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William McIlvanney's 'Dreaming Scotland'

William McIlvanney's

'Dreaming Scotland'


One of Scotland's most successful writers, William McIlvanney discusses his personal reasons for voting yes for Scottish Independence in this limited edition of the Saltire Series.


Credit: Iain MacLean


In Dreaming Scotland beloved novelist William McIlvanney explores the Scottish Independence Referendum through his own life experiences and with the theme of legacy. McIlvanney begins his essay undecided on how he would vote on that fateful September day and, threading his experience with the NHS, thoughts on American politics and Scotland’s national myths, ends it firmly decided.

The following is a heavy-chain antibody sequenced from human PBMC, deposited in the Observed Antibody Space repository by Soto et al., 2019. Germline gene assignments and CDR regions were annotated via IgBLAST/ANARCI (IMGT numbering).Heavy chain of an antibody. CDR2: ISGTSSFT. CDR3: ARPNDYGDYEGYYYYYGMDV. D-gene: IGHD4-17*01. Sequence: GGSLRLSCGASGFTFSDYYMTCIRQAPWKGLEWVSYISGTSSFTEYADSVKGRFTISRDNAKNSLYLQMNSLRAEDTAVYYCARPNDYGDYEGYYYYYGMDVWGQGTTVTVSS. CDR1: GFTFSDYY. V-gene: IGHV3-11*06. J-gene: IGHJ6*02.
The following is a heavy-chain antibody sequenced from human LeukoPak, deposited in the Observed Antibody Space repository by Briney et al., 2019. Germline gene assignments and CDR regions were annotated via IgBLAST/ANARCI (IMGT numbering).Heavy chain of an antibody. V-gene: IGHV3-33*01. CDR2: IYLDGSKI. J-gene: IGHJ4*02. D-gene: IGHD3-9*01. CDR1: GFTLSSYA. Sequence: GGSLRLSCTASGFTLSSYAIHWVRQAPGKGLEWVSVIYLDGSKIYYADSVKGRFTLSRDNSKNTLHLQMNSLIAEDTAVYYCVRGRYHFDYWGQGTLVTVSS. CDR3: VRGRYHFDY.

William McIlvanney was born in Kilmarnock. He studied at Kilmarnock Academy and later at the University of Glasgow, after which he worked as an English teacher between 1960 and 1977. His first book, Remedy is None, was published in 1966 and won the Geoffrey Faber Memorial Prize. Docherty (1975), a moving portrait of a miner whose courage and endurance is tested during the depression, won the Whitbread Novel Award. The Big Man (1985) is the story of Dan Scoular, an unemployed man who turns to bare-knuckle fighting to make a living.  Both novels feature typical McIlvanney characters-tough, often violent, men locked in a struggle with their own nature and background. The Big Man was made into a film starring Liam Neeson and featuring Billy Connolly.  His novel, The Kiln (1996), won the Saltire Society Scottish Book of the Year Award. William McIlvanney is also an acclaimed poet, and is the author of The Longships in Harbour: Poems (1970) and Surviving the Shipwreck (1991), which also contains pieces of journalism, including an essay about TS Eliot. His short story ‘Dreaming’ (published in Walking Wounded in 1989) which he turned into a television play, was filmed by BBC Scotland in 1990 and won a BAFTA. He was writer and narrator of the BBC Scotland football documentary Only a Game? in 1986, and the official history of Celtic football club in 1988. William McIlvanney’s work was republished by Canongate in 2013 starting with Laidlaw, The Papers of Tony Veitch and Strange Loyalties.

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